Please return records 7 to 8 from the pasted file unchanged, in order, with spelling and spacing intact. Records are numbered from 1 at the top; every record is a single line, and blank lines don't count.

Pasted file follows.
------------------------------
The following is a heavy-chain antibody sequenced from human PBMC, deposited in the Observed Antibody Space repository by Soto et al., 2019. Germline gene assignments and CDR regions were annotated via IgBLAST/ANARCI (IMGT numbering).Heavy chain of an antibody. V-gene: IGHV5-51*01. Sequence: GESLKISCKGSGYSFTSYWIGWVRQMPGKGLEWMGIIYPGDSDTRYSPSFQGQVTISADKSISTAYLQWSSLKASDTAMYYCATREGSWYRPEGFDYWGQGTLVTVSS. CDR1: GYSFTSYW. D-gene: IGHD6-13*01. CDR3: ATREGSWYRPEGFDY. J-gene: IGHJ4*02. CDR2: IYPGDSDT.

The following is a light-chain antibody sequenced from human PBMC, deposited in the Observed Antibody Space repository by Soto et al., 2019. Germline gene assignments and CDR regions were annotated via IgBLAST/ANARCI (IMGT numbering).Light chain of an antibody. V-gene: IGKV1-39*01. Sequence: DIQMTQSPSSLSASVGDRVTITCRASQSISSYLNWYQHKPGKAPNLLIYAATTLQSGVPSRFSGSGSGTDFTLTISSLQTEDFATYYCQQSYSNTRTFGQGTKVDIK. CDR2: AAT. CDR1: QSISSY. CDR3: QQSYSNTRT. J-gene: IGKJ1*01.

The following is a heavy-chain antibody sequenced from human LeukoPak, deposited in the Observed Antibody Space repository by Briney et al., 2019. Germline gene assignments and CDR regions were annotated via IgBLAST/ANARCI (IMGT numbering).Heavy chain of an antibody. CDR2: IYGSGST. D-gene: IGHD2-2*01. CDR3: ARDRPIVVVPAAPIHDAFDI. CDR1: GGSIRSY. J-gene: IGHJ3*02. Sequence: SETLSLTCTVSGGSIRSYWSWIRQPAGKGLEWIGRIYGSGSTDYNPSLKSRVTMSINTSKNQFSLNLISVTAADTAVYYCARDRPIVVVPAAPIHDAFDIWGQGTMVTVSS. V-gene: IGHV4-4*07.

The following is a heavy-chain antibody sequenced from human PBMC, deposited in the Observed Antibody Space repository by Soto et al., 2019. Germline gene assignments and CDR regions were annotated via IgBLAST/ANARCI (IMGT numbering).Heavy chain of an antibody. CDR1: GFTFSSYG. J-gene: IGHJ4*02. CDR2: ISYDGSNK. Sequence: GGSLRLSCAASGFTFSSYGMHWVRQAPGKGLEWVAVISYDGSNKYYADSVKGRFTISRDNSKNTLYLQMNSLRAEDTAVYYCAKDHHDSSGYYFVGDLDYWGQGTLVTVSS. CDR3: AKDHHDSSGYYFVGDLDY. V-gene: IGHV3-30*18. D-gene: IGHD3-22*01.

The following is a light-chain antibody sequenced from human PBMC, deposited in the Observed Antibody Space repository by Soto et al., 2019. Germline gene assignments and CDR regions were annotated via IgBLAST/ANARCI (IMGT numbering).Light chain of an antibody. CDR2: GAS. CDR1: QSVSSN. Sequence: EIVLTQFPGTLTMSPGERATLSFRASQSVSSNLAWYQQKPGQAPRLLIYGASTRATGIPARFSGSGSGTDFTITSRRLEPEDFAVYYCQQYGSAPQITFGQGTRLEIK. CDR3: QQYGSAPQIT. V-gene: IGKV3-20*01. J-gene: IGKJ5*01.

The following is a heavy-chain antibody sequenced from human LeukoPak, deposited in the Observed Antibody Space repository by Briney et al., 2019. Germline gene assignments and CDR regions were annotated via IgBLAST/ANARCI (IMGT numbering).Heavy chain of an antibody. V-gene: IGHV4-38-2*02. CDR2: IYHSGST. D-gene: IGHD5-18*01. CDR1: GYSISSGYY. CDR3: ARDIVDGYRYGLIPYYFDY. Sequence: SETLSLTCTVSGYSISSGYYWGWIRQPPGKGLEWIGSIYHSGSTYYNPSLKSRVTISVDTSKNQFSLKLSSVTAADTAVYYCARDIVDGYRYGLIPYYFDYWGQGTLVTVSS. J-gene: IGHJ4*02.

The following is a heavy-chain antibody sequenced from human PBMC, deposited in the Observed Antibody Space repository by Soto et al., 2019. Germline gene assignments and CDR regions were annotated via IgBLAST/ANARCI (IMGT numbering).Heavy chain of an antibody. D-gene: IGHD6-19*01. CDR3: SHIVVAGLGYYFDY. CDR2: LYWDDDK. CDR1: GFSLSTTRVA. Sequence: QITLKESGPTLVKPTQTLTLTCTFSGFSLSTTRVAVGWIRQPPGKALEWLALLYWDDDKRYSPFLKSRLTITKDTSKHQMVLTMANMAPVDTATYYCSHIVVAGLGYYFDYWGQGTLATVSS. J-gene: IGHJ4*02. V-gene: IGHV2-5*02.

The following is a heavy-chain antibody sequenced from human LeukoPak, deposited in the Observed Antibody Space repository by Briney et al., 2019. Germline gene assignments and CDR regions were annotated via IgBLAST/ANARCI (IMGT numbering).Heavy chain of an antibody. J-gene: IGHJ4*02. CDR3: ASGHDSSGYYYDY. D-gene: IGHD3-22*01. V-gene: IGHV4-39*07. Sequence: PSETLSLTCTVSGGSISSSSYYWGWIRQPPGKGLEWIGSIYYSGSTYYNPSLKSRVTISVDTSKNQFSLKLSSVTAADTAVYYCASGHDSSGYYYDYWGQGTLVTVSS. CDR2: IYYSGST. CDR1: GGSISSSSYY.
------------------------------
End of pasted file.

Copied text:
The following is a heavy-chain antibody sequenced from human PBMC, deposited in the Observed Antibody Space repository by Soto et al., 2019. Germline gene assignments and CDR regions were annotated via IgBLAST/ANARCI (IMGT numbering).Heavy chain of an antibody. D-gene: IGHD6-19*01. CDR3: SHIVVAGLGYYFDY. CDR2: LYWDDDK. CDR1: GFSLSTTRVA. Sequence: QITLKESGPTLVKPTQTLTLTCTFSGFSLSTTRVAVGWIRQPPGKALEWLALLYWDDDKRYSPFLKSRLTITKDTSKHQMVLTMANMAPVDTATYYCSHIVVAGLGYYFDYWGQGTLATVSS. J-gene: IGHJ4*02. V-gene: IGHV2-5*02.

The following is a heavy-chain antibody sequenced from human LeukoPak, deposited in the Observed Antibody Space repository by Briney et al., 2019. Germline gene assignments and CDR regions were annotated via IgBLAST/ANARCI (IMGT numbering).Heavy chain of an antibody. J-gene: IGHJ4*02. CDR3: ASGHDSSGYYYDY. D-gene: IGHD3-22*01. V-gene: IGHV4-39*07. Sequence: PSETLSLTCTVSGGSISSSSYYWGWIRQPPGKGLEWIGSIYYSGSTYYNPSLKSRVTISVDTSKNQFSLKLSSVTAADTAVYYCASGHDSSGYYYDYWGQGTLVTVSS. CDR2: IYYSGST. CDR1: GGSISSSSYY.